To Everything a Season

To everything there is a season. A time to laugh a time to cry. Seasons of elections are not a time to negotiate trade agreements. So, it might be the time to cry as we read more reports of fading hopes for a Softwood Lumber Agreement (SLA 5) to be reached.

In their May 16th Industry Update, CIBC World Markets projects, “At some point (maybe late June/July), negotiations will simply cease due to the upcoming U.S. elections. Such a freeze is unlikely to be lifted until a new U.S. president takes office and even then, potentially only after a new U.S. trade representative is confirmed by Congress (maybe March/April 2017). With the window for reaching a deal closing, we expect the U.S. industry will petition for a trade case in five months when the standstill on litigation ends on October 12, 2016, after which Canadian producers could then get hit with 25%-30% preliminary duties as early as February/March 2017.”

In today’s Vancouver Sun, Vaughn Palmer reports Americans prefer a quota on Canadian softwood imports to the U.S., while Canadians prefer an export tax tied to lumber prices and exchange rates.

FEA analyst Henry Spelter has addressed exchange rates here: “This world we are living in – this nightmarish world where you have to focus on every nuance and accent on the part of central bankers and how they are going to control the exchange rate – is having a huge impact on business profitability. It obviously has disadvantaged the U.S. producers of lumber and greatly advantaged Canadian producers of lumber. This development is totally independent from everything else.”

So this season too shall pass; although unlikely before October.

“No matter who is the next president, the incoming administration will have to show it will be tougher on enforcement. And it will be completely disorganized and unfocused for months into 2017. The U.S. Lumber Coalition will have an unimpeded run down the field until the countervailing duties rates and AD margins are announced, and maybe thereafter. The pressure to negotiate and compromise is entirely on Canada. The Coalition benefits from any delays.” – Peter Clark, iPolitics.ca (15 May 2016)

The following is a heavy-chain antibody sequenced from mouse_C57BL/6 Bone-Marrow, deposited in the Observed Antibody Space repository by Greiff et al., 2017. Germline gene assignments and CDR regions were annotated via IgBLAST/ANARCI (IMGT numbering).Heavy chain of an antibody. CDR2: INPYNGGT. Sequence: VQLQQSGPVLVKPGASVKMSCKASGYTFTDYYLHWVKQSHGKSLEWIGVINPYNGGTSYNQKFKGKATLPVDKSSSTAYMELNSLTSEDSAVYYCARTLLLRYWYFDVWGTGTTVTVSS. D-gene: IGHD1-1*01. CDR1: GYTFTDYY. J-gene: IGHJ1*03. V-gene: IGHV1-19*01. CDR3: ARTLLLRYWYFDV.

Mega-fires..

Lumber traders are used to following with interest the impact of seasonal wildfires on lumber markets. The devastation and widespread impact of the Fort McMurray mega-fire is causing all of us to expand focus to broader concerns beyond seasonal gauging of forest fire effect on lumber prices.

This article today by Mark Hume in The Globe and Mail draws attention to the growing threat that mega-fires pose for their “deep and long-lasting social, economic, and environmental impacts”.  It’s pointed out that the increasing frequency of those very large fires is of real concern. A climate change wildfire action draft plan by the B.C. Ministry of Forests predicts that in the near future, the average size of fires will more than double in size. We’re told fire severity is projected to increase by 40 per cent in the spring and 95 per cent in the summer, and the length of the fire season is expected to increase by 30 per cent. It’s suggested that the solution, according to fire experts, is to reduce fuel loads in the forest before they explode. “That means more controlled burns and the creation of ‘fuel breaks’ by widening roads or logging strategically around communities.”

In the face of projections for increased number of mega-fires, we’re also told this report last year by B.C.’s Forest Practices Board (FPB) found the program has fallen short in preventative measures. “Unfortunately, over the past ten years, only 10% or less of hazardous forest fuels have been treated. Funding to protect at-risk communities in B.C. by removing interface fuel sources is inadequate” stated the report.